Feb 24, 2020
Attorney General Tim Fox is deploying primary opponent Greg Gianforte’s own polling, and the incumbent U.S. representative’s grading by conservative groups, in his bid for the Republican nomination for Montana governor.
Using the results of the 2016 election as a predictor of his ability to appeal to Montana voters, Fox tells Montana Free Press editor-in-chief John S. Adams, “I got 96,000 more votes than Greg Gianforte, even though 17,000 fewer people voted in the attorney general race than did in the governor’s race.” Fox ran successfully for re-election in 2016, while Gianforte made an unsuccessful bid for governor. Gianforte later won a special election as Montana’s sole representative in the U.S. House in 2017, and was re-elected in 2018.
No Republican has held the governorship since Judy Martz left office in January 2005, and the party is eager to change that in 2020. Fox thinks he’s the best candidate to reclaim the office for the GOP in November. But first he’ll have to get past Gianforte and Sen. Al Olszewski of Kalispell in a three-way primary.
While Fox acknowledges the accomplishments of his primary opponents, he says the most important question facing Republican primary voters is: who is the most electable candidate to face off against the eventual Democratic nominee? Barring the entry of a new Democratic candidate between now and the March 9 filing deadline, that will be either current Lt. Gov. Mike Cooney or Missoula businesswoman Whitney Williams.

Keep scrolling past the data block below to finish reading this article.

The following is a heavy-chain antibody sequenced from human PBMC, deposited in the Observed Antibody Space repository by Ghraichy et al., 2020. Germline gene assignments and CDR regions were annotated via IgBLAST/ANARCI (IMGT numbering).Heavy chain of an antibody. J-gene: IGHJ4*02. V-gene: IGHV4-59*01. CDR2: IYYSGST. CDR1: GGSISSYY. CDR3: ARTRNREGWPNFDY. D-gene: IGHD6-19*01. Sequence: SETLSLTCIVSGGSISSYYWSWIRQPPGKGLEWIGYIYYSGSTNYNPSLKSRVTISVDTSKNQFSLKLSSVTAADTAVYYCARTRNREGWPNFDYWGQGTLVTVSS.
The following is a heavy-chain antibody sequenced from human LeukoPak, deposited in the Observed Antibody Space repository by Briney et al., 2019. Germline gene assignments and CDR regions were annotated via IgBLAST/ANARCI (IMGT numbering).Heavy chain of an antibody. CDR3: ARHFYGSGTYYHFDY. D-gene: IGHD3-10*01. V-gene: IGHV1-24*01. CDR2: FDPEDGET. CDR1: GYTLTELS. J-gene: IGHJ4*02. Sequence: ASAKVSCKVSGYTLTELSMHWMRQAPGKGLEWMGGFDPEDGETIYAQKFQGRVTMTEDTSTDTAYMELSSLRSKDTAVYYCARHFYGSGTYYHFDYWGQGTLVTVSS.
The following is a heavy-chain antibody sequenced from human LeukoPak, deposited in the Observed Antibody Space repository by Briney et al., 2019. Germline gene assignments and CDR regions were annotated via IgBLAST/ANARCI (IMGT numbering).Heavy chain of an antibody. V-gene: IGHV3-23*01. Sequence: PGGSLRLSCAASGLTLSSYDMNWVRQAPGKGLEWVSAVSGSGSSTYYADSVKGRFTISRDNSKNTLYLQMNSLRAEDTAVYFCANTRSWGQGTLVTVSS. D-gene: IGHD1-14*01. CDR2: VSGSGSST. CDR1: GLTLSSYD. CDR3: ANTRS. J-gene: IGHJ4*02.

Fox claims voters have a negative perception of Gianforte that could pose a liability for the party in November, telling Adams, “He has nearly 100% name ID, and he can only muster 53%, if we believe his poll is true, of the Republican vote. Why is that? Because his negatives are so high, even among Republicans.” Fox is also critical of Gianforte’s voting record, arguing that national conservative groups including the American Conservative Union, Conservative Review, and Club For Growth have “given Greg Gianforte Ds and Fs for his votes and lack of conservatism in Congress.”
Fox will be termed out in 2021 after two terms as Montana’s top lawyer, and he highlights his accomplishments on issues including human trafficking, substance use, and his legal challenge of a Washington state law blocking the export of Montana coal as reasons voters should trust him as an advocate.
Fox tells Adams that he brought 51 agency bills to the Montana Legislature, “and 49 of those were passed overwhelmingly and signed into law. That’s unprecedented for an executive branch leader.”